The following article on SBS recently discussed the varied approach to the coronavirus crisis for small business.
The article provides insight from key industry figures and business owners – Sean Edwards (Director – Cafe Culture International), Jarad Mea (Owner – Coffee on High Wauchope), Dr Jim Stanford (Centre for Future Work Economist) and Mohammad Al-Khafaji (FECCA CEO)
Division emerges over whether coronavirus lockdown would be the best approach to crisis
As Australia confronts a war on both economic and health fronts during the coronavirus pandemic, division has emerged over how to tackle the crisis.
Business owners are clinging to the economic lifeline offered by Australia’s gradual shutdown as some push for stronger lockdown measures in response to the coronavirus pandemic.
Prime Minister Scott Morrison has maintained social distancing restrictions to contain the spread of COVID-19 have been implemented on the nation’s top medical advice. But he has made no secret of his desire to “fight for every job” and not be “cavalier” about the economic toll of introducing a nation-wide shutdown.
Jarad Mea, who runs a cafe in Wauchope on the NSW mid north coast, is one of many small business owners now fighting for his livelihood.
“It is quite hard because it is such a head game … I suppose fear comes into it,” he told SBS News.
“Then it’s about taking control of that and putting your head above water.”
His cafe, Coffee on High, has been left running take-away only services – a move which has seen his income slashed.
The change was forced after the Federal Government banned cafes and restaurants from delivering table service to help stem the contagion’s spread.
The father of three said he is just trying to break even during the “challenging times”.
“As long as what’s coming in balances with what’s going out that’s what I’m after. I’m not even making a profit at all, I’m not paying myself,” he said.
“Everything is going back into the business that’s going through the doors.”
Those in favour of an immediate shutdown have argued more comprehensive restrictions would result in a shorter disruption and fewer deaths.
New Zealand Prime Minister Jacinda Ardern, California Governor Gavin Newsom and a number of medical experts have all broadly advocated for this approach. But Mr Morrison has argued he will not compromise his principle of fighting for the livelihoods of workers without a “compelling” health reason to implement such measures.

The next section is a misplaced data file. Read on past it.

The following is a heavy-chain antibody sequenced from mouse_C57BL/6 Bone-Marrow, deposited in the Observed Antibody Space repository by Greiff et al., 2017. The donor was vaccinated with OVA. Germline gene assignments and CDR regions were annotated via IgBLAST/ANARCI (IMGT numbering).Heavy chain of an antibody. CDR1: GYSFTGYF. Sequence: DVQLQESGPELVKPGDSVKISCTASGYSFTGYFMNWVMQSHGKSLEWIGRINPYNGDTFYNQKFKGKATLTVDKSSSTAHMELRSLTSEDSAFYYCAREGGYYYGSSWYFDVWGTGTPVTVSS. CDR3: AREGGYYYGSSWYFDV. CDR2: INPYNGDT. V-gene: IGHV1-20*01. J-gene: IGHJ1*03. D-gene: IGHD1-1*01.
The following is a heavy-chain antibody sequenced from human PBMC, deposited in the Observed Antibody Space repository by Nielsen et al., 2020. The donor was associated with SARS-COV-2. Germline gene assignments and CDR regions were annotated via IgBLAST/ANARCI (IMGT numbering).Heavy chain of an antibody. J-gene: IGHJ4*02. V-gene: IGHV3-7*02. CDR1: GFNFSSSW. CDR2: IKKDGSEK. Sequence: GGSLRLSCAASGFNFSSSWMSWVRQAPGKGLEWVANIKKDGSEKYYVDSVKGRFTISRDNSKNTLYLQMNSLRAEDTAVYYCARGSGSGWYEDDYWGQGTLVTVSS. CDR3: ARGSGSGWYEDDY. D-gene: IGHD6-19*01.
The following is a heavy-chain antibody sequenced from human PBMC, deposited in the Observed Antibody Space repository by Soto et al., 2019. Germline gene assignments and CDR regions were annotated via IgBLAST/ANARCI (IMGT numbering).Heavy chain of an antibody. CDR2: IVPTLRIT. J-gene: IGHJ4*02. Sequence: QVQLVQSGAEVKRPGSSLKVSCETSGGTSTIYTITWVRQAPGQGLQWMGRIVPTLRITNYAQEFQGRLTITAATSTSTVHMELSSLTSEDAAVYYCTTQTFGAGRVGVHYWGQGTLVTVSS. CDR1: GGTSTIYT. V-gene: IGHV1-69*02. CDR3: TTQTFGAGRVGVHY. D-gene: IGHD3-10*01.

The nation’s chief medical officer Brendan Murphy and the prime minister have also advised Australians to work from home where they can – but are mindful any further measures introduced could last at least six months.
Debate over the push for stronger lockdown measures recently erupted on social media after prominent novelist Jane Carro tweeted: “for the love of god – declare a lockdown!”
Many were in favour of the commentator’s push for greater restrictions – but others accused her of failing to understand their need to “keep working as long as they can”.
Centre for Future Work Economist Dr Jim Stanford told SBS News an estimated 30 per cent of workers can feasibly work from home – but that still leaves some 70 per cent who can’t.
“There is a huge difference in terms of different jobs and occupations in terms of how able you would be able to be to do your work from home,” he said.
“The reality is most Australians would have jobs that you wouldn’t do from home.”
He said the choice for these workers has become a “stark” one as many businesses grapple to figure out how they can keep their doors open amid increasing restrictions.
“Many businesses are trying to figure out what if anything they can keep producing during this shutdown period we are entering,” he said.
“But there is no doubt medical advice has to be predominant and we cannot have a situation where we are somehow trading off the economy against the well being of the citizen.”
The Cafe Owners and Baristas Association and Cafe Culture’s Sean Edwards told SBS News many owners believed running a “skeleton business” is better than “having no business at all”.
“The Government has been pretty clever with how they’ve done this – they haven’t just pulled the rug out from underneath cafe owners,” he said.
“They’ve let them have a little bit of opportunity to still make revenue.”
The contagion’s economic toll has already forced tens of thousands into queues outside Centrelink offices around the country to access a series of safety net packages announced by the government.
The latest involves $130 billion over six months to subsidise the wages of up to six million Australians through a $1,500 fortnightly flat payments given to employers.
This would go to those who have lost 30 per cent or more of their revenue to keep these workers on the books during the crisis.
FECCA CEO Mohammad Al-Khafaji told SBS News migrant communities make up almost one-third of all small business owners with many now fighting to keep their doors open.
“Most migrants in small business are family owned businesses and they can’t afford to stay home and work from home,” he said.
Mr Al-Khafaji said business owners from migrant communities were at risk of suffering the most from the restrictions imposed as they weigh their future.
He is concerned that rapidly changing advice and support measures are leaving many business owners confused about what support is available.
“It is very confusing as it is and if you add the language barrier on top, it almost makes it impossible for people to navigate this system,” he said.